I loved the first book in the series, and the same goes for this sequel! Karen Rose understands how the create a masterpiece of romance, thriller and cruelty in such a way that leaves the reader gasping. I felt that this sequel was slightly better in terms of the writing, it felt more mature and sophisticated. The only major problem I had with this book was the pacing issue. The entire book occurs over the span of three days. I understand this is meant to bolster excitement for the reader and a more ‘edge-of-you-seat’ mentality, but it’s a 590ish paged book for only three days and there were times when I felt that the story itself could have picked up so we could get more of a momentum happening.
I am extremely excited though to read the rest of these series because I want everyone in the #squad to find some happiness!
Next is one of my favourite reads of 2019 so far. Internment by Samira Ahmed was an extremely poignant read that is intense in its emotionality and impact. Well, to an extent.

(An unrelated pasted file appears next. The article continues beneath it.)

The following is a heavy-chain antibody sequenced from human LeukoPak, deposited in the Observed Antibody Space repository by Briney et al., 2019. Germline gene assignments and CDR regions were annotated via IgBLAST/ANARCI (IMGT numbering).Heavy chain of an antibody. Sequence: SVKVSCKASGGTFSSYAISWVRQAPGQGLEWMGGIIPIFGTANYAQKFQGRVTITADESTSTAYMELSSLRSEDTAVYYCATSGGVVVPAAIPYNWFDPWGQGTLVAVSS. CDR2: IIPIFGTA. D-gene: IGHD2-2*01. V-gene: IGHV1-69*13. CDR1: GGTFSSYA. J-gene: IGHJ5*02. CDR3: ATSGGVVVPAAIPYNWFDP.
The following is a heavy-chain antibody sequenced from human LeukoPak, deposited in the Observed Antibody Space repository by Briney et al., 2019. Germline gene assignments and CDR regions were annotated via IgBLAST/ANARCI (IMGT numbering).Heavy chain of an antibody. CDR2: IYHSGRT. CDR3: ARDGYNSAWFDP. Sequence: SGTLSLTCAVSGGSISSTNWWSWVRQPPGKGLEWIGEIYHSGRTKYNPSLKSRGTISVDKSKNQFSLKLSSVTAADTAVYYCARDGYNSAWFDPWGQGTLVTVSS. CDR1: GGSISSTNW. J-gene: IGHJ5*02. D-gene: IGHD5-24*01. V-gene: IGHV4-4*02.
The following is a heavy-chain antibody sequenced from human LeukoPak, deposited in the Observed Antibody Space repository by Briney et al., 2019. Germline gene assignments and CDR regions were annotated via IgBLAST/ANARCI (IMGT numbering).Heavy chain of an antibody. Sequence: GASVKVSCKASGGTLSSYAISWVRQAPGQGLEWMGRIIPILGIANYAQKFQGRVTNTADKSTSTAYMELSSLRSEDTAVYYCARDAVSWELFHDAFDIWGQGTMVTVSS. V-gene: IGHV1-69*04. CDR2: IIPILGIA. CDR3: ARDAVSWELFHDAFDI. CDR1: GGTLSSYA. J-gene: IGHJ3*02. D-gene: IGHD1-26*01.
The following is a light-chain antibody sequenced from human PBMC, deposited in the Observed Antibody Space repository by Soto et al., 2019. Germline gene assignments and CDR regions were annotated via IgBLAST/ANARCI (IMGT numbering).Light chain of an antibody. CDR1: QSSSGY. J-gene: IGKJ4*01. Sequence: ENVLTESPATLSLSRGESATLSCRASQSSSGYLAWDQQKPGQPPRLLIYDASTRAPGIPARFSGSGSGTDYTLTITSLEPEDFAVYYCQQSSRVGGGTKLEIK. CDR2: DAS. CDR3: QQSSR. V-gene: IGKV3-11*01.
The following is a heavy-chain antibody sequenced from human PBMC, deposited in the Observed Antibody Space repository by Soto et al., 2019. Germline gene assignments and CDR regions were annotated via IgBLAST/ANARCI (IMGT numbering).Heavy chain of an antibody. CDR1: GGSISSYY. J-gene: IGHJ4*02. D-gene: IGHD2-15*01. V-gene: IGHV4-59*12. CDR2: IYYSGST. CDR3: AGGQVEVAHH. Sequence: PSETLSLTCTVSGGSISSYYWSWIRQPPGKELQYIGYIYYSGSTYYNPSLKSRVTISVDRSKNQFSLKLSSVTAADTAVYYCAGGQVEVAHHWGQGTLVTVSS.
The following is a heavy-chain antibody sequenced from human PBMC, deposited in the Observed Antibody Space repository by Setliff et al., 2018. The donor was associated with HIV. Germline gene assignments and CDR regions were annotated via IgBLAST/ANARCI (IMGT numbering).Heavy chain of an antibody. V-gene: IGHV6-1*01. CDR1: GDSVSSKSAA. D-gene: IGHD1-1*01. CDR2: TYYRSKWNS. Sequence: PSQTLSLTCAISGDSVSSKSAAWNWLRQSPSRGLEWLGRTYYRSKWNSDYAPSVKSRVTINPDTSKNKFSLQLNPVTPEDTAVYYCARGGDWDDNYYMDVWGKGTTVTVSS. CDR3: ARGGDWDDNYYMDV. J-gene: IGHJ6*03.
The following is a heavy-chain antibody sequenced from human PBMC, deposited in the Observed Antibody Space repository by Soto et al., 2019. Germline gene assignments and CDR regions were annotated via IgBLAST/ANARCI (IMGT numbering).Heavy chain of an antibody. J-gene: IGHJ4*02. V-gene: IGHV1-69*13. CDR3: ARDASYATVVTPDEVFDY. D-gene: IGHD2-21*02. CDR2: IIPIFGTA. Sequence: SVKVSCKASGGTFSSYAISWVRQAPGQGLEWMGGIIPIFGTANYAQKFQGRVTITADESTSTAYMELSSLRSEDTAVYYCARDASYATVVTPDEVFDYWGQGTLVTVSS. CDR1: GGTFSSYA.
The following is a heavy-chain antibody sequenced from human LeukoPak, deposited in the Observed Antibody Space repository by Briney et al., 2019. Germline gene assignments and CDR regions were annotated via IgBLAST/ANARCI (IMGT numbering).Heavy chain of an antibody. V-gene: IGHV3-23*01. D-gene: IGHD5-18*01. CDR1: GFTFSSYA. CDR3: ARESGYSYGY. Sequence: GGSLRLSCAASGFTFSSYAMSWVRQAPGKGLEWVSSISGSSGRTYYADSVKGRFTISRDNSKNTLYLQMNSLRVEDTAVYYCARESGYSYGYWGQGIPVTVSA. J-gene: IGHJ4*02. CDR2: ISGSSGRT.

Internment takes place in the ‘near-future’ of now, in America with the implication that Donald Trump is the President. It talks of the process of exclusion, the mechanisms of racism and violence and the gradual way in which Muslim Americans are demonised, targeted and interned at camps. In the book, those who identified on the census that they were Muslim, were then kidnapped from their houses and taken to the internment camp with only ten minutes to pack their things. This was in the aftermath of most Muslim Americans being fired from their jobs as a result of the ‘threat’ that they supposedly were to America. This novel emphasises the accumulated impact of Islamophobic rhetoric on the actions and ideologies of the every-day man, and how that in turn can destroy the lives of innocent and wonderful Muslim Americans. It really highlights how complicitness and white privilege perpetuate the mechanisms of racism, oppression and violence. And that was one of my own major takeaways from this book.